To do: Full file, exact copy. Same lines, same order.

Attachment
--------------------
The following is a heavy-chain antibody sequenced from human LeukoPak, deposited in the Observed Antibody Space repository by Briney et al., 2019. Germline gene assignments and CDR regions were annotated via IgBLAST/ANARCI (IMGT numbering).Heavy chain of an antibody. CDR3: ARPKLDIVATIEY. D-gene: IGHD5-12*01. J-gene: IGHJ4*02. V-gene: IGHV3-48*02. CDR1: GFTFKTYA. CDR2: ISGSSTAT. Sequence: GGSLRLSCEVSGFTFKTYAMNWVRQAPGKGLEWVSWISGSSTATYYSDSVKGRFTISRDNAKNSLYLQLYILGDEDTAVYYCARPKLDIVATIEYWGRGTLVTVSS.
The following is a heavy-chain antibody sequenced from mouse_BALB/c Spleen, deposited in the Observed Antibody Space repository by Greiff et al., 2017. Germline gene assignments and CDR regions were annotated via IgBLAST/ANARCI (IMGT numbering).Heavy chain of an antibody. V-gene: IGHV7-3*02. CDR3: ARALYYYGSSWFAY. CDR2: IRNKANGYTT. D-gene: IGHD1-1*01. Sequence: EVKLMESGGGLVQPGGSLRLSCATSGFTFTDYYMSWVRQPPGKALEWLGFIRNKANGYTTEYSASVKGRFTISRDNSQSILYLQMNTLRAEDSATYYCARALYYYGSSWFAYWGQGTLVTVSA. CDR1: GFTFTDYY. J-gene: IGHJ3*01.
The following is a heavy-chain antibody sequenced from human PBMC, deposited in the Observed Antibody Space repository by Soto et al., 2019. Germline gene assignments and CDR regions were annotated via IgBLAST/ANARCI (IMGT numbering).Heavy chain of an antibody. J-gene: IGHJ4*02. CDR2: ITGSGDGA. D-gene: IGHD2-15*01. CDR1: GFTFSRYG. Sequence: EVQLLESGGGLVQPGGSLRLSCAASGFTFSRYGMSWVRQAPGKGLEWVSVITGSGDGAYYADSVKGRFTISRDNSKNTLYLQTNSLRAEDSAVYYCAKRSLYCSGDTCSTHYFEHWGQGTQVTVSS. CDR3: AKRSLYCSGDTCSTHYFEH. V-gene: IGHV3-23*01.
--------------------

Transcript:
The following is a heavy-chain antibody sequenced from human LeukoPak, deposited in the Observed Antibody Space repository by Briney et al., 2019. Germline gene assignments and CDR regions were annotated via IgBLAST/ANARCI (IMGT numbering).Heavy chain of an antibody. CDR3: ARPKLDIVATIEY. D-gene: IGHD5-12*01. J-gene: IGHJ4*02. V-gene: IGHV3-48*02. CDR1: GFTFKTYA. CDR2: ISGSSTAT. Sequence: GGSLRLSCEVSGFTFKTYAMNWVRQAPGKGLEWVSWISGSSTATYYSDSVKGRFTISRDNAKNSLYLQLYILGDEDTAVYYCARPKLDIVATIEYWGRGTLVTVSS.
The following is a heavy-chain antibody sequenced from mouse_BALB/c Spleen, deposited in the Observed Antibody Space repository by Greiff et al., 2017. Germline gene assignments and CDR regions were annotated via IgBLAST/ANARCI (IMGT numbering).Heavy chain of an antibody. V-gene: IGHV7-3*02. CDR3: ARALYYYGSSWFAY. CDR2: IRNKANGYTT. D-gene: IGHD1-1*01. Sequence: EVKLMESGGGLVQPGGSLRLSCATSGFTFTDYYMSWVRQPPGKALEWLGFIRNKANGYTTEYSASVKGRFTISRDNSQSILYLQMNTLRAEDSATYYCARALYYYGSSWFAYWGQGTLVTVSA. CDR1: GFTFTDYY. J-gene: IGHJ3*01.
The following is a heavy-chain antibody sequenced from human PBMC, deposited in the Observed Antibody Space repository by Soto et al., 2019. Germline gene assignments and CDR regions were annotated via IgBLAST/ANARCI (IMGT numbering).Heavy chain of an antibody. J-gene: IGHJ4*02. CDR2: ITGSGDGA. D-gene: IGHD2-15*01. CDR1: GFTFSRYG. Sequence: EVQLLESGGGLVQPGGSLRLSCAASGFTFSRYGMSWVRQAPGKGLEWVSVITGSGDGAYYADSVKGRFTISRDNSKNTLYLQTNSLRAEDSAVYYCAKRSLYCSGDTCSTHYFEHWGQGTQVTVSS. CDR3: AKRSLYCSGDTCSTHYFEH. V-gene: IGHV3-23*01.